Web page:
I love the last photo 

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Too late for this year Helen, but next year watch out for Barnes Brinkcraft's brochure competition ... don't know why I'm telling people rather than keeping the chance of winning a holiday voucher to myself! :)

Lovely photos - Womack Dyke is one of our favourite spots and we also prefer that to the stern-on mooring at the staithe.

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Friday 29th September

Last full day (as always…sob).  It had been raining overnight and although it had eased off when I started out taking Seren for a walk along the Thurne riverbank, it started again part-way through our walk and we got wet pretty quickly, so that I had to change my trousers when I got back to the boat.  We left Womack about 7.30am.  

The river was very quiet to start with.  It continued to rain on and off as we made our way up the Bure.  We had a detour into Blackhorse Broad (the first time we’ve managed to get in there) arriving around 9.  We mud-weighted and each had a bath/shower whilst leaving the engine running.  Graham put the heating on to try to get rid of some of the condensation.  We then continued on our way to Wroxham.  The rain had eased off fortunately.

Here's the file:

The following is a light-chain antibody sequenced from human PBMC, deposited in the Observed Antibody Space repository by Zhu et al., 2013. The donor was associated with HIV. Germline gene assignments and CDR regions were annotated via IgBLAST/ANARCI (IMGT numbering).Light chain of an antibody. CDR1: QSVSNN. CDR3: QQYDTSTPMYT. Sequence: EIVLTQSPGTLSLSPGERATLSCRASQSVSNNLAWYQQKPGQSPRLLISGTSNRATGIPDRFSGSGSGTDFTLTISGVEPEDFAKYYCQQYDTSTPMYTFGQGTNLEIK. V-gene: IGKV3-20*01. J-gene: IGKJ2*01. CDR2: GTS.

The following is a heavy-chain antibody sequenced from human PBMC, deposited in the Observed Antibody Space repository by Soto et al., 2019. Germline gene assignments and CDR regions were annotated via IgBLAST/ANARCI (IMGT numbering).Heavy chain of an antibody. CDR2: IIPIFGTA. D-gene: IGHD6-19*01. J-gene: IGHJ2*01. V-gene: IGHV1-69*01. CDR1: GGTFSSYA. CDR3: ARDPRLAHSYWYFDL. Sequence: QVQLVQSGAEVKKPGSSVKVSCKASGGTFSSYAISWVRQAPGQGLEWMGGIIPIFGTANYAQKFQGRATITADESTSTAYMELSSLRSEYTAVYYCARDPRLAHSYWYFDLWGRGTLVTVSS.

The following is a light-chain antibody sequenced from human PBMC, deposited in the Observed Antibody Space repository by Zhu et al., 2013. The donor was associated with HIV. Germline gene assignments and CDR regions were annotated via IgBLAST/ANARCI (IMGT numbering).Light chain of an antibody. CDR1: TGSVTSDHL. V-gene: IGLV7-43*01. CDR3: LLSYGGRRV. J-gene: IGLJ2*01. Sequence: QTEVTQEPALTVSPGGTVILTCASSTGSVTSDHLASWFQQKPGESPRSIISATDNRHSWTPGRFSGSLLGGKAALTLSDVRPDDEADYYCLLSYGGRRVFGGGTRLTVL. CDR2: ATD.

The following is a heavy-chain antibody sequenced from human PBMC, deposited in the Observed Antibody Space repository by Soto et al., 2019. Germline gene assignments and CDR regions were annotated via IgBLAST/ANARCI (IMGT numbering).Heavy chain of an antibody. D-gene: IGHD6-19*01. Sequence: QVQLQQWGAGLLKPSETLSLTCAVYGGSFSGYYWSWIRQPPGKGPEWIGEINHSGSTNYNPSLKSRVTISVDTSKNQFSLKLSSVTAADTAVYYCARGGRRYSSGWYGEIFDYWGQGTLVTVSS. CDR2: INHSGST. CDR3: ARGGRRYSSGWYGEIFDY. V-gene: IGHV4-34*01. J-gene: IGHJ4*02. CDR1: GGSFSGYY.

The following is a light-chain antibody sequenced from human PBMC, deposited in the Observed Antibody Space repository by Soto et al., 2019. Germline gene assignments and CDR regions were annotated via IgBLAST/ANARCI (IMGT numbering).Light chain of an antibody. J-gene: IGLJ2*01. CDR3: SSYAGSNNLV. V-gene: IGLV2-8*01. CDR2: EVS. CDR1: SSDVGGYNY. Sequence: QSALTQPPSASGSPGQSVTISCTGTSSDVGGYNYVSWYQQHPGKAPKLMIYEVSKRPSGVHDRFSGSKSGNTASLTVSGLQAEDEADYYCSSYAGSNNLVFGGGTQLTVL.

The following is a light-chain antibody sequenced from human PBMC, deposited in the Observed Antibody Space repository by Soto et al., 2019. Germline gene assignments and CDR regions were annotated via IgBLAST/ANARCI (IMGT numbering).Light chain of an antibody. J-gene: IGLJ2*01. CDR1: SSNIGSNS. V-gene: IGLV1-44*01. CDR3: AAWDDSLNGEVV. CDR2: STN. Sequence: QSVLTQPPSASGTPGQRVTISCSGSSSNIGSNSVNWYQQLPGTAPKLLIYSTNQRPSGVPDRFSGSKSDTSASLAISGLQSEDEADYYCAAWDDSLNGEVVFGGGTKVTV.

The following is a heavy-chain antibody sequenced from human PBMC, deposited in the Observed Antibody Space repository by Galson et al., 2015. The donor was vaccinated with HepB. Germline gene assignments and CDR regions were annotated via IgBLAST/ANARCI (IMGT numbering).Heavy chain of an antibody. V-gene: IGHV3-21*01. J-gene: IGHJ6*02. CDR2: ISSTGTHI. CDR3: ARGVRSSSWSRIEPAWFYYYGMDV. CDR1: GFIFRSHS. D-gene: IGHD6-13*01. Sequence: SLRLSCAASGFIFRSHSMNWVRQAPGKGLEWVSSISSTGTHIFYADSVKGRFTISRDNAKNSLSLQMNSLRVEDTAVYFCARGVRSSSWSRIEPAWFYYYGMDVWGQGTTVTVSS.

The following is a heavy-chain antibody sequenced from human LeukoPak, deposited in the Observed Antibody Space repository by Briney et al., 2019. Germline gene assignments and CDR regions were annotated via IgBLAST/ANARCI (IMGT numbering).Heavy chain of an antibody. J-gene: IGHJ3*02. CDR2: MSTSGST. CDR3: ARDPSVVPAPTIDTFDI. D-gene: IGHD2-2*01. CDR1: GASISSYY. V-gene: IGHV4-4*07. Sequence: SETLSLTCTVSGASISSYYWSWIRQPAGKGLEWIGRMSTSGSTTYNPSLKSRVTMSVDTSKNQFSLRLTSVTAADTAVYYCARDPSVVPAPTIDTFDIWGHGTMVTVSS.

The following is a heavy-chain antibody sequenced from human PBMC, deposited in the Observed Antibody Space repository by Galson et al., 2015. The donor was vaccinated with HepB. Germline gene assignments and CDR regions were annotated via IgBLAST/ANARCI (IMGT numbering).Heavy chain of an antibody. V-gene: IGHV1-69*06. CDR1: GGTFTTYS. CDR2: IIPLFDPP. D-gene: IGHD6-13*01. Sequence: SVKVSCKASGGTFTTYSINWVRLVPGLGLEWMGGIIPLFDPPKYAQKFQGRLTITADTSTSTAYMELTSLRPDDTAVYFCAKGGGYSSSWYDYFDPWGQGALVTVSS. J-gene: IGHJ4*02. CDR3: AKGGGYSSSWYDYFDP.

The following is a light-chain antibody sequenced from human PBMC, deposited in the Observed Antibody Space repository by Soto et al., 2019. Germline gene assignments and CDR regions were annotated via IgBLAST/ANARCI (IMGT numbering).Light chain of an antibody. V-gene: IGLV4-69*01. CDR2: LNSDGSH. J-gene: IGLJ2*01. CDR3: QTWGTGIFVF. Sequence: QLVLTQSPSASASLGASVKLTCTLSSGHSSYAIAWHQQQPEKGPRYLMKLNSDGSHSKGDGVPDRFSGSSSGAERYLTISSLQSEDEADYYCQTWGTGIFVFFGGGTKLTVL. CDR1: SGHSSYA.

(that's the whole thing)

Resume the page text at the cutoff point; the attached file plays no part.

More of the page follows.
Just as I was approaching the mooring beside the bridge the pilot brought another craft through the bridge to moor there, so I had to turn around and do a second approach.  Still, at least we didn’t have to phone the pilot or moor up properly to wait for him.  We enquired whether we might be able to get back through the bridge tomorrow morning, as the handover chap had advised that a good option on the final night was to moor the other side of the bridge.  The pilot advised us that it would be fine, and to call him at 8.30 the following morning from the Hoveton moorings between the bridges, so we were all set for an overnight stay at Coltishall!  Before leaving we filled up with water at the tap outside the Le Boat boatyard which is on the Wroxham bank between the two bridges.  It works on a £1-coin slot and the timer is set for about 5 minutes, which is more than enough time to fill up.  We handed the hose to a couple who had moored up behind us as we’d filled up in half the allotted time.